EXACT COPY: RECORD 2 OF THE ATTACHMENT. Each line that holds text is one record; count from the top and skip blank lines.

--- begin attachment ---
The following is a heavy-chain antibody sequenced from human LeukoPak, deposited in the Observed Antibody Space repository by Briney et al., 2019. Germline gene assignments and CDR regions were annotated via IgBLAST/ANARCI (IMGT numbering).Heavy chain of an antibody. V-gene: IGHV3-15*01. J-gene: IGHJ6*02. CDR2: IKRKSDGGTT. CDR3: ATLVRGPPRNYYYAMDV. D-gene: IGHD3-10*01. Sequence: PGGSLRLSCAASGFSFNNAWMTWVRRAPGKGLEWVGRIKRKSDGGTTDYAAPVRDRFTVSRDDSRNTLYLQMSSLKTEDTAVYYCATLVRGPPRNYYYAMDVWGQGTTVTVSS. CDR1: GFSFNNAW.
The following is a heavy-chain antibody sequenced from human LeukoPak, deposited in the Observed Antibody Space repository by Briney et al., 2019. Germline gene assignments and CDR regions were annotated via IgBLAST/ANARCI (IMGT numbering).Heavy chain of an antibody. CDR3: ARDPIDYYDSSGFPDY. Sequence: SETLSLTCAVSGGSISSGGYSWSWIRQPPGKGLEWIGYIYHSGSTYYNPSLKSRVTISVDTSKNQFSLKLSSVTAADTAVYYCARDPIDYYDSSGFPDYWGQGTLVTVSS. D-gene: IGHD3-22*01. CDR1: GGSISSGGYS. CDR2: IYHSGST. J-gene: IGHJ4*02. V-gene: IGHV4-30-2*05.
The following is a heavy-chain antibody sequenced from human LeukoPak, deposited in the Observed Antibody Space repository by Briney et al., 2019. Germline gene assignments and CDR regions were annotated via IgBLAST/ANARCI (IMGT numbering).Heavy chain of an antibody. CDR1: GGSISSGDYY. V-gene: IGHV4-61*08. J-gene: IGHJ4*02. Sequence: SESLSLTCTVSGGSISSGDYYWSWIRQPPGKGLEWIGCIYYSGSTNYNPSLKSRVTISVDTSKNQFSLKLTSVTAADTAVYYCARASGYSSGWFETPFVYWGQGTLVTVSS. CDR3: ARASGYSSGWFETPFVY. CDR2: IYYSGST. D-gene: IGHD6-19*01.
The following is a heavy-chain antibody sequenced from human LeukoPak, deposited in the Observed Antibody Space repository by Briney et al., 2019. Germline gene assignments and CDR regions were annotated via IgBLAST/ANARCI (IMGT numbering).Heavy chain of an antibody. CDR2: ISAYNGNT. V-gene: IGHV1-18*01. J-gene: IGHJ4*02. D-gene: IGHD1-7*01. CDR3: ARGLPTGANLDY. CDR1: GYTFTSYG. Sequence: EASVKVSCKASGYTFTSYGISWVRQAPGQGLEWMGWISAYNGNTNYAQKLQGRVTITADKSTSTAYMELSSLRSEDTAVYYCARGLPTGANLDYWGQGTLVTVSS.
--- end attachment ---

The following is a heavy-chain antibody sequenced from human LeukoPak, deposited in the Observed Antibody Space repository by Briney et al., 2019. Germline gene assignments and CDR regions were annotated via IgBLAST/ANARCI (IMGT numbering).Heavy chain of an antibody. CDR3: ARDPIDYYDSSGFPDY. Sequence: SETLSLTCAVSGGSISSGGYSWSWIRQPPGKGLEWIGYIYHSGSTYYNPSLKSRVTISVDTSKNQFSLKLSSVTAADTAVYYCARDPIDYYDSSGFPDYWGQGTLVTVSS. D-gene: IGHD3-22*01. CDR1: GGSISSGGYS. CDR2: IYHSGST. J-gene: IGHJ4*02. V-gene: IGHV4-30-2*05.